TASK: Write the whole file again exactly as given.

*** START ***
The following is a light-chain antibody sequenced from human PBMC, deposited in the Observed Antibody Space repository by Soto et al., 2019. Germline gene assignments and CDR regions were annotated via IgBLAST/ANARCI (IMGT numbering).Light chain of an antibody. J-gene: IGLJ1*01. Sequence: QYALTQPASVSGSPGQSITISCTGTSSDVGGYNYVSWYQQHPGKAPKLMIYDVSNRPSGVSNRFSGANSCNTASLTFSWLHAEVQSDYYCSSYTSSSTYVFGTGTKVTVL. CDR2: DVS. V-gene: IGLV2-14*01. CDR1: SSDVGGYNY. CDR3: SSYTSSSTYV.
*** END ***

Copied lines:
The following is a light-chain antibody sequenced from human PBMC, deposited in the Observed Antibody Space repository by Soto et al., 2019. Germline gene assignments and CDR regions were annotated via IgBLAST/ANARCI (IMGT numbering).Light chain of an antibody. J-gene: IGLJ1*01. Sequence: QYALTQPASVSGSPGQSITISCTGTSSDVGGYNYVSWYQQHPGKAPKLMIYDVSNRPSGVSNRFSGANSCNTASLTFSWLHAEVQSDYYCSSYTSSSTYVFGTGTKVTVL. CDR2: DVS. V-gene: IGLV2-14*01. CDR1: SSDVGGYNY. CDR3: SSYTSSSTYV.